3. Review the process summary and details.
  4. Once you're satisfied that the correct buckets are selected for merging, you can remove --dryrun and run the bucket merge again.
    1. A new bucket will use the next available hot bucket number.
    2. The merge process uses 3 threads to merge buckets in parallel.
    3. Upon successful creation of a new merged bucket, the old buckets are deleted. Use the --backup-to parameter to keep a copy of the old buckets.
  5. Use the --listbuckets parameter to verify the merged bucket information:
    ./splunk merge-buckets --index-name=main --listbuckets --startdate=2020/01/01 --enddate=2020/01/10
  6. Start Splunk Enterprise services.


  • You want to select any warm buckets in the main index created in the last quarter of the year. You'll expand the maximum number of small buckets that can be selected for merge to 1000, but you want to limit the storage space used to create the merged buckets to 5GB, and make a backup archive of the old buckets in the /tmp folder. This results in (5) 1G merged buckets, and a copy of the old buckets in the /tmp folder.
./splunk merge-buckets --index-name=main --max-count=1000 --max-total-size=5000 --startdate=2019/10/01 --enddate=2020/12/31 --backup-to=/tmp --dryrun
  • You want to verify the creation date and bucket count information for a specific merged bucket:
splunk.exe merge-buckets --index-name=main --listbuckets=0 --buckets=d:\opt\splunk\var\lib\splunk\main\db\db_1608929358_1608842958_44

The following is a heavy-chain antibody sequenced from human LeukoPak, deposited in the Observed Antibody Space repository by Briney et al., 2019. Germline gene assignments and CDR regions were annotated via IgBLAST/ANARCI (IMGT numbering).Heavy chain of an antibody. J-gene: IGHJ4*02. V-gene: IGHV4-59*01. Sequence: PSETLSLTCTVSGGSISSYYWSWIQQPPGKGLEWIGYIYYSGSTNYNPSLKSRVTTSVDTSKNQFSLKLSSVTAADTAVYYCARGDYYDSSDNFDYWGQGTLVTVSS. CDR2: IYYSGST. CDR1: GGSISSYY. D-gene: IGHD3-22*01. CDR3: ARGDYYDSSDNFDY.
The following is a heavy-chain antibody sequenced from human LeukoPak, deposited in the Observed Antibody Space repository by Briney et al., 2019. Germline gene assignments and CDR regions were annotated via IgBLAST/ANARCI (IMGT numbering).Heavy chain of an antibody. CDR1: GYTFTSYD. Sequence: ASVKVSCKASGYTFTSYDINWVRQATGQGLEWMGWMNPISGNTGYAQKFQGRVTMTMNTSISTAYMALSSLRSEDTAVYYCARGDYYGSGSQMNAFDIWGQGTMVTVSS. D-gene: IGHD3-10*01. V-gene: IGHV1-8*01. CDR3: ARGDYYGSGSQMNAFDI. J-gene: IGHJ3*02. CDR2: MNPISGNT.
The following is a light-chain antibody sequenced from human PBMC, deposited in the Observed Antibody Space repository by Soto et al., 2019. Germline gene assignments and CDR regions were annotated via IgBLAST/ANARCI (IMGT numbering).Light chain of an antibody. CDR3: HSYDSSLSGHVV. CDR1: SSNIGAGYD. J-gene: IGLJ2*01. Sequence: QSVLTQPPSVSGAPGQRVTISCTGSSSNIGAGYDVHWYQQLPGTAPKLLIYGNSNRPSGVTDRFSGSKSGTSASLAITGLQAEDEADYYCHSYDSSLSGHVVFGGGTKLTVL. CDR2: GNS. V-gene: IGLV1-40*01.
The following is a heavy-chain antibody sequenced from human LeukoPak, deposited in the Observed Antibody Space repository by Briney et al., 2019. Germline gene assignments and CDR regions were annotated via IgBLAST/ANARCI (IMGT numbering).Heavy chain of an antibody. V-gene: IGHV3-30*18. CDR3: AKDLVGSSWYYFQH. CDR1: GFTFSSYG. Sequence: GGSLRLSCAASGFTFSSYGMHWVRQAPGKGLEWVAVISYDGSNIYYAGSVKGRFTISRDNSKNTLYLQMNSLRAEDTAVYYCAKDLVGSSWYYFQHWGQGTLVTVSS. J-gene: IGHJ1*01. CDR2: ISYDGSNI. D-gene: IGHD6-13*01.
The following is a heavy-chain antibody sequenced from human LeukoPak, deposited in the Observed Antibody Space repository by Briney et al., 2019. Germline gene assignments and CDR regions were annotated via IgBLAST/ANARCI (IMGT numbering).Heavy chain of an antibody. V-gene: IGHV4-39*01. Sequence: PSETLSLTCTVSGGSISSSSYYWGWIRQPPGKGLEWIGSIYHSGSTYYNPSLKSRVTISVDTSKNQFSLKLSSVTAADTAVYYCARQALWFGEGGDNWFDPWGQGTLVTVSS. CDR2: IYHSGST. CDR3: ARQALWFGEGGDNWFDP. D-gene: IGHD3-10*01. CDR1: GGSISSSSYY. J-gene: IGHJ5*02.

Required parameters
Parameter Description
--index-name=<index_name> The index that contains the buckets you want to merge.
Optional parameters
Parameter Description
--buckets=<comma_separated_bucket_paths> The list of buckets you want to merge, separated by a comma.
--filter When specified, this option will filter out the list of buckets provided using --buckets. The filter will consider the following options: --min-size, --max-size, --max-timespan, --max-count, --startdate, --enddate.
--json-out Format stdout as JSON.
--debug Enable debug mode.
--min-size=<min size (MB)> Minimum size of buckets to be created. Default value is 750, use bucketMerge.minMergeSizeMB in indexes.conf to change default value. Bucket merging will not start If the buckets selected for merging do not meet the minimum size.
--max-size=<max size (MB)> Maximum size of buckets to be created. Default value is 1000, use bucketMerge.maxMergeSizeMB in indexes.conf to change default value.
--max-timespan=<max timespan (seconds)> The maximum timespan allowed for buckets to be merged in a single bucket. Default value is 7776000 (90 days), use bucketMerge.maxMergeTimeSpanSecs to change default value.
--max-count=<max count of source buckets> The maximum number of buckets to merge. Default: 24.